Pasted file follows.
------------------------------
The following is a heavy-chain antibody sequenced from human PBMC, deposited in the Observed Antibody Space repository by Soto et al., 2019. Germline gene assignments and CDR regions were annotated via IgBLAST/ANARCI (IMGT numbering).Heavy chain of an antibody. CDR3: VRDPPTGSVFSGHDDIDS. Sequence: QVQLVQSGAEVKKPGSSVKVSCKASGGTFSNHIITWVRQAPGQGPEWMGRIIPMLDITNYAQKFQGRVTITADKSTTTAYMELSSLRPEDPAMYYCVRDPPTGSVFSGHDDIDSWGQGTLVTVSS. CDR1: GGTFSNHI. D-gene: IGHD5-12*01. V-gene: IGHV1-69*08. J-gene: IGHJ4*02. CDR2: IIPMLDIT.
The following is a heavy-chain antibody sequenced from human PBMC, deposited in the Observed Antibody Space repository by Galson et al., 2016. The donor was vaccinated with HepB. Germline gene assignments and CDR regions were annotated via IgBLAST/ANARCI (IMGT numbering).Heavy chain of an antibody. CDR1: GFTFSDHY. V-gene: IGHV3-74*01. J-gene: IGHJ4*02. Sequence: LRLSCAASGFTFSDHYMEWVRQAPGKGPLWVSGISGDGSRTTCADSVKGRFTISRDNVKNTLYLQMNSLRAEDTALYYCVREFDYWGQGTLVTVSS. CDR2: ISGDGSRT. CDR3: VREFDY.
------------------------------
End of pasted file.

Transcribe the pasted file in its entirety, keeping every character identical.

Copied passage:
The following is a heavy-chain antibody sequenced from human PBMC, deposited in the Observed Antibody Space repository by Soto et al., 2019. Germline gene assignments and CDR regions were annotated via IgBLAST/ANARCI (IMGT numbering).Heavy chain of an antibody. CDR3: VRDPPTGSVFSGHDDIDS. Sequence: QVQLVQSGAEVKKPGSSVKVSCKASGGTFSNHIITWVRQAPGQGPEWMGRIIPMLDITNYAQKFQGRVTITADKSTTTAYMELSSLRPEDPAMYYCVRDPPTGSVFSGHDDIDSWGQGTLVTVSS. CDR1: GGTFSNHI. D-gene: IGHD5-12*01. V-gene: IGHV1-69*08. J-gene: IGHJ4*02. CDR2: IIPMLDIT.
The following is a heavy-chain antibody sequenced from human PBMC, deposited in the Observed Antibody Space repository by Galson et al., 2016. The donor was vaccinated with HepB. Germline gene assignments and CDR regions were annotated via IgBLAST/ANARCI (IMGT numbering).Heavy chain of an antibody. CDR1: GFTFSDHY. V-gene: IGHV3-74*01. J-gene: IGHJ4*02. Sequence: LRLSCAASGFTFSDHYMEWVRQAPGKGPLWVSGISGDGSRTTCADSVKGRFTISRDNVKNTLYLQMNSLRAEDTALYYCVREFDYWGQGTLVTVSS. CDR2: ISGDGSRT. CDR3: VREFDY.